Representatives of the Cambria and San Simeon services districts have begun talking about the possibility of the former using the latter’s ocean outfall to dispose of brine from its emergency water-supply project, the general manager of the San Simeon agency has confirmed.
Officials of the Cambria Community Services District said late Tuesday that they would refrain from commenting at this time.
When the project is operating, it treats a brackish blend of salty, fresh and treated wastewater, putting it through rigorous filtration, reverse osmosis and other treatment processes. The treated water then is put back into the aquifer, where it slowly flows toward the district wells. Some of the initially filtered water is put into the San Simeon Creek lagoon.
The project had a test run that ended in mid-April, and isn’t expected to be back online until midsummer, according to CCSD officials.
Charlie Grace of the San Simeon Community Services District said CCSD officials approached their sister agency “sometime last year,” indicating that the possibility of using the outfall for brine would be “part of their contingency plan.” He said he doesn’t yet know the details of that plan. He said his Cambria counterpart, Jerry Gruber, “attended one of our water-committee meetings” in October or November 2014, “and gave us an update” about the water-supply project that reclaims and treats brackish water at a San Simeon Creek Road facility on CCSD property.
“At the time, we had a list of concerns,” Grace said. “We wouldn’t treat the concentrate” from Cambria. Instead, CCSD “would use the ocean outfall as a way to get rid of and distribute the brine, returning it to the ocean,” perhaps rather than trying to evaporate the leftovers from the process.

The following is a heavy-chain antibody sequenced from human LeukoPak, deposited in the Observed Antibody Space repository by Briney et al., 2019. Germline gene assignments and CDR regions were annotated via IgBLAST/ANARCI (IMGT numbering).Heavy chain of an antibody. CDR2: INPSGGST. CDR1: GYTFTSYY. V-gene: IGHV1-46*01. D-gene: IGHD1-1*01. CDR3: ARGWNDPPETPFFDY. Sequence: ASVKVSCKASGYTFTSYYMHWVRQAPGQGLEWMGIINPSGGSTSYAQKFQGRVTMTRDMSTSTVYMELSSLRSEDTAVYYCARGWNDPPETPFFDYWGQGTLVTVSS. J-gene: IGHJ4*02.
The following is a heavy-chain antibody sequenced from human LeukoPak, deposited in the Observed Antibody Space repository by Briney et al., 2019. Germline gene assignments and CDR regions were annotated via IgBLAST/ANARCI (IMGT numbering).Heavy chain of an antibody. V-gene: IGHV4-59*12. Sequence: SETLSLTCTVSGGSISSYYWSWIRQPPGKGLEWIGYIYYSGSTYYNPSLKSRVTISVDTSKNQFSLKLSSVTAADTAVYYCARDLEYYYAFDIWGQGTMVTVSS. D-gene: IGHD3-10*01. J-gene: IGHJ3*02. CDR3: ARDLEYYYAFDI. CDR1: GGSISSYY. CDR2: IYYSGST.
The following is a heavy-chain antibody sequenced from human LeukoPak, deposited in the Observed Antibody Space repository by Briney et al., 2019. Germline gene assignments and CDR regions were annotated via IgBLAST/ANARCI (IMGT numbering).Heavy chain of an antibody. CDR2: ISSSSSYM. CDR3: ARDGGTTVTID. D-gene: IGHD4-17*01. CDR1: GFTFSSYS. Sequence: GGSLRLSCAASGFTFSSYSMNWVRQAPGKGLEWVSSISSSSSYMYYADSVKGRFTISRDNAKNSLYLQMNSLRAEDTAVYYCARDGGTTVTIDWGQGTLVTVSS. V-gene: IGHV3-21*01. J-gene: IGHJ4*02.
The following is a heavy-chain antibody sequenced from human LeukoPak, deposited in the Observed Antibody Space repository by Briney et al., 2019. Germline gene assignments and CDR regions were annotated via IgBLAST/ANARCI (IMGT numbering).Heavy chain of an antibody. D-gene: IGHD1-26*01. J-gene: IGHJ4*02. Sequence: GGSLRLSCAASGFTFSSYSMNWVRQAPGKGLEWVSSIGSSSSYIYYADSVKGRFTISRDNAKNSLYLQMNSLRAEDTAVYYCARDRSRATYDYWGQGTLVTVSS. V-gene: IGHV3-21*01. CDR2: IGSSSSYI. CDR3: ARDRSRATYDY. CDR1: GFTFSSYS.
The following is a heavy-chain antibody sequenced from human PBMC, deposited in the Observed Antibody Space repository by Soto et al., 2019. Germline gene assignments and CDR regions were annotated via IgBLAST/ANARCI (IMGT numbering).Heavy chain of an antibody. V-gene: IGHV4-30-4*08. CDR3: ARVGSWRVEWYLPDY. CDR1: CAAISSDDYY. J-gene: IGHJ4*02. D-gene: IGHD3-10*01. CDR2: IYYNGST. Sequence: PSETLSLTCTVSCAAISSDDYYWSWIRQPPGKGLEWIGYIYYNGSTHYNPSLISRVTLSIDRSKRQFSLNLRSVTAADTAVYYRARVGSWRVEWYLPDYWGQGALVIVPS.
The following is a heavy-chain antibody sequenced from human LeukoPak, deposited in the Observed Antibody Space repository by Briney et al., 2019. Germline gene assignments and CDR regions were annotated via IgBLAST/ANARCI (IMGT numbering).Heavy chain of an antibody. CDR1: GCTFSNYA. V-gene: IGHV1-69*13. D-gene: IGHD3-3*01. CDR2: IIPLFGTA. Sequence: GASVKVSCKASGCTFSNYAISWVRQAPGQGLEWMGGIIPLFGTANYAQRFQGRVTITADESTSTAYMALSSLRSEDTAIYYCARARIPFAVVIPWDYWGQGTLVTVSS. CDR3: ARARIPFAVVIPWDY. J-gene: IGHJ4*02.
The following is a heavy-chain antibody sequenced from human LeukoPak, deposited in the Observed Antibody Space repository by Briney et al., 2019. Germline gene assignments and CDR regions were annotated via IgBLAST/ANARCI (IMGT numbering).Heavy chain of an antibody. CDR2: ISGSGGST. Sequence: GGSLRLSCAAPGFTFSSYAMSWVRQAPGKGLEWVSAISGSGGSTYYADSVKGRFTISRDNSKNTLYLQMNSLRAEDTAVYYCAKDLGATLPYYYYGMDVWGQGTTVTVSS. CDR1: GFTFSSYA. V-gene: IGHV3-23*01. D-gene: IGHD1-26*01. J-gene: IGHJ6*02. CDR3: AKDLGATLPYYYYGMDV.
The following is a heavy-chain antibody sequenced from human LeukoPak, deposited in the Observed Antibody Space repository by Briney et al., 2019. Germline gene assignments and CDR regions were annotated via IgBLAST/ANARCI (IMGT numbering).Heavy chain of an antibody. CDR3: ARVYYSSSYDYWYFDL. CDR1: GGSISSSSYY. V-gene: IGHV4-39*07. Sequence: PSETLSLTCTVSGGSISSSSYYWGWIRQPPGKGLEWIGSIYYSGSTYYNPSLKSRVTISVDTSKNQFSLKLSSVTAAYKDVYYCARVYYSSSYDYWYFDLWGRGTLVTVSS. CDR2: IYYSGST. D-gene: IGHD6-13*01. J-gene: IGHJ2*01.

During the recent three-month test of the plant, the brine has been held in a large plastic-lined pond that’s apparently a concern to agencies that must issue or sign off on permits to continue operating the EWS after the current drought is over.
Among those concerns are noise and mist from blowers to impacts on San Simeon Creek and its lagoon, and on birds, frogs, fish and other species.
“We’re open to the concept. We want to be helpful to our neighboring community if they’re struggling with an issue,” Grace said, “but everything’s very preliminary at this point,” and before CCSD could use the outfall, that process would have to be approved by the Regional Water Quality Control Board, State Lands Commission, California Coastal Commission, Monterey Bay National Marine Sanctuary and other agencies involved in the process.
Also, “we have to be good environmental stewards,” he said, “We have to assure that by helping our neighboring community, we’re not inflicting damage to the community of San Simeon,” including the various condominiums that are close to the outfall and treatment plant. For instance, Grace would want to know how many truck trips a day would be required for CCSD’s outfall use.